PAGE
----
الثلاثاء، 4 أغسطس، 2015

Réunion Debris Is Almost Surely From Flight 370, Officials Say


PARIS — Investigators and the families of those who were aboard Malaysia Airlines Flight 370 now have what they have sought for more than a year — the first tangible trace of the vanished airplane.
There are “very strong presumptions” that the airplane part that washed ashore last week on the French island of Réunion in the western Indian Ocean came from the missing Boeing 777, an official said on Wednesday at a Paris news conference after experts inspected the object.
A few minutes before the news conference, Prime Minister Najib Razak ofMalaysia went further, declaring that the object definitely came from the plane, which disappeared in March 2014 with 239 people aboard.
A person involved in the investigation said, however, that experts from Boeing and the National Transportation Safety Board who had seen the object, a piece of what is known as a flaperon, were not yet fully satisfied, and called for further analysis.
Their doubts were based on a modification to the flaperon part that did not appear to exactly match what they would expect from airline maintenance records, according to the person, who was not authorized to discuss the matter publicly.
French and Malaysian officials did not share the American hesitation, not least because no other Boeing 777 is unaccounted for.
“Today, 515 days since the plane disappeared, it is with a very heavy heart that I must tell you that an international team of experts have conclusively confirmed that the aircraft debris found on Réunion Island is indeed from MH370,” Mr. Najib said in a televised statement broadcast in the early hours of Thursday in Malaysia.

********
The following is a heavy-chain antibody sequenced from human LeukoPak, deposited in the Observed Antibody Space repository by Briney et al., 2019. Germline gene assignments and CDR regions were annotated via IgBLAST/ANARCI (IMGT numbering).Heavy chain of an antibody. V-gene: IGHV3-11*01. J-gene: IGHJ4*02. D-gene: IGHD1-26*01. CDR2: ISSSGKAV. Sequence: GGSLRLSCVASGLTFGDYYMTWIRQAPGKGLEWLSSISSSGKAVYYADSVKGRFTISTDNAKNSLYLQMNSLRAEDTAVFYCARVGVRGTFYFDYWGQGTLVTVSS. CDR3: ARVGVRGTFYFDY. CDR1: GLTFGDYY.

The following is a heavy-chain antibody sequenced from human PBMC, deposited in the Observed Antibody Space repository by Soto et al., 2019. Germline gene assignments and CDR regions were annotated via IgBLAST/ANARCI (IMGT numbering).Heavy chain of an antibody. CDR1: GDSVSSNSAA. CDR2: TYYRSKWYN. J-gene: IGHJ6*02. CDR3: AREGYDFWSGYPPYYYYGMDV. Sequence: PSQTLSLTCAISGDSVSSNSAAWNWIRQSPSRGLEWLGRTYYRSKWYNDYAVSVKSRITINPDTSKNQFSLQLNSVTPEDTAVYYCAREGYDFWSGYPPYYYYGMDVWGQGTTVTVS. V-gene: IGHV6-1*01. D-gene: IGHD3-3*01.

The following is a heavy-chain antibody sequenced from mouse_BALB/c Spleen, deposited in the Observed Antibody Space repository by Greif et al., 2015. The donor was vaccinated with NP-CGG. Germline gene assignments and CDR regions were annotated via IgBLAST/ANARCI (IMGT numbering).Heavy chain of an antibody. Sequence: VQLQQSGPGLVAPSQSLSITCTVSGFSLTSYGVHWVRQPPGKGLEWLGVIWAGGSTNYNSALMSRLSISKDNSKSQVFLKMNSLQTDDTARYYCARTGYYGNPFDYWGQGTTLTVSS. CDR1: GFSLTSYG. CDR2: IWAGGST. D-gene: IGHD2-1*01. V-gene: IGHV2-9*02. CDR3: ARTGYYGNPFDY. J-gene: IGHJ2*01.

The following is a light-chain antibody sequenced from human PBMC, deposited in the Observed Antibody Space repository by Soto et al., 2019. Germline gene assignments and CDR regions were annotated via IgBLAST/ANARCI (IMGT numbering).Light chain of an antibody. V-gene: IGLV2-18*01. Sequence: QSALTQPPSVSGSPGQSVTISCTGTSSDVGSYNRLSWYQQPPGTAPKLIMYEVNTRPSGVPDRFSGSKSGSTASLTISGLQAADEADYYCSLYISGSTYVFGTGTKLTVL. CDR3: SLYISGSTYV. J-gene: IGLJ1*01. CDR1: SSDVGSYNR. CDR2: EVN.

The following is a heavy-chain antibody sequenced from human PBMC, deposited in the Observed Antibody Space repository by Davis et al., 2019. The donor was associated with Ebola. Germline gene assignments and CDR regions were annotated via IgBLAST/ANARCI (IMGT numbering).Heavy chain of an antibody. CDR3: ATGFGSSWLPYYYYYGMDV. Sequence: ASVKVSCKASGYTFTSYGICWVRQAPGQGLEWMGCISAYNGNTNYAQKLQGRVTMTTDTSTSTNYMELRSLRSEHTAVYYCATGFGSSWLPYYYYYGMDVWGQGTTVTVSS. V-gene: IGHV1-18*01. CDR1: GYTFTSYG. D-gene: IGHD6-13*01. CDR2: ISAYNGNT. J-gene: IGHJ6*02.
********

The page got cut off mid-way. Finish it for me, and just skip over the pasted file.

At the news conference, Serge Mackowiak, the deputy Paris prosecutor, discussed what officials and experts from France, Malaysia, Australia and the United States had learned from examining the flaperon part in an aviation lab in Toulouse, France.
He said representatives from Boeing had confirmed that it came from a Boeing 777, based on its size, color, joint structure and other technical characteristics. He also said that “technical documentation” provided by Malaysia Airlines had enabled experts to establish “common technical characteristics” between the debris and Flight 370’s flaperons.
Boeing said in a statement that its technicians were assisting in the analysis of the part, but declined to comment on the results of the examination.
The person involved in the investigation said no serial or other unique number had been found, making the job of conclusively identifying the object more complicated. The person also said that so far, no burn marks or other evidence of physical damage had been found that might provide clues to the circumstances in which the plane went down.
In any case, experts have cautioned that the discovery of the object is unlikely to tell investigators enough to determine exactly what happened to the plane.

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